have the function of concepts of expression. In psychology, provided as well that it is not Kantian, the opposition "form—content" determines the entire concept-formation. In Stumpf it appears as that between "appearances and functions:"3 The "functions" are thereby a particular manifold of variables and basically stand on the same level with the "appearances:' It is seen as a task of psychology to find the relationships between the variables and to the psychical. In Stumpf's "Psychology" and "Division of the Sciences" the danger of the conceptual pair "form—content" appears.-We dispense with formal and transcendental considerations and start out from factical life. -

17. Phenomenological reduction

We only want to point to Husserl's "phenomenological reduction:' Its basic sense is the Errox~ over and against all transcendent objectifications. It critically rejects false attitudes. But one must also emphasize its positive side. [250] Its positive function is: to delimit the sphere of the intelligible, of pure self-sufficiency. (The contemporary critique of the phenomenological reduction unjustly opposes its alleged "simply negative" character.)-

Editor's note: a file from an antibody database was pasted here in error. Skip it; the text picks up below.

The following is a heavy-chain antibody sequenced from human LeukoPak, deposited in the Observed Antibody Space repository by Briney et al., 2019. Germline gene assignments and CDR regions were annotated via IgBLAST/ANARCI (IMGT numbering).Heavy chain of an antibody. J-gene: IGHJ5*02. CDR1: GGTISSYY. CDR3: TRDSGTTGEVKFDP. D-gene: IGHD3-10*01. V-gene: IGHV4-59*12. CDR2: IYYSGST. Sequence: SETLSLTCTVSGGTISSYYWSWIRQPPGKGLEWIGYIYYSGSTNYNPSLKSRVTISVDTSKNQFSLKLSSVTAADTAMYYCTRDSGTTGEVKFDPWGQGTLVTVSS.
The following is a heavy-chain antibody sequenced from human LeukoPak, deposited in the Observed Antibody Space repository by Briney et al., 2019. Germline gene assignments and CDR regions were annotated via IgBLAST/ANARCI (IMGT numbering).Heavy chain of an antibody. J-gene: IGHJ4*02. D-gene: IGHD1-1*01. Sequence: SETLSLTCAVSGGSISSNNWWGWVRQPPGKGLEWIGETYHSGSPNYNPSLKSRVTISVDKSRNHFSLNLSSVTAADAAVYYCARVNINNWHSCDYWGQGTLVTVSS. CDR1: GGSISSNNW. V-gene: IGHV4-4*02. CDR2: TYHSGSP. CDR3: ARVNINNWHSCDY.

From out of factical life, we want to understand the form of apprehending life itself: How does life experience itself? We want to uncover [freilegen] the improminent relations in factical life and pursue them in all their modifications. From there we then want to apprehend the basic sense of the object-region that is experienced in this way. Therefore, this is determined by these relations, since the phenomenological comportment (to itself) is more than a merely formal comportment. It is not cognition of an object at all.

18. The "worldly" direction of tactical life

In factical life, we always live in contexts of meaningfulness, which have a self-sufficient measure [Ausmaß], i.e. which speak to themselves in their own language. If we transfer ourselves into such experiences, vitally going along, then we notice that in the context of meaningfulness in which we live, we somehow have ourselves. In the mode and manner in which experience gives itself, the rhythm of our own existence expresses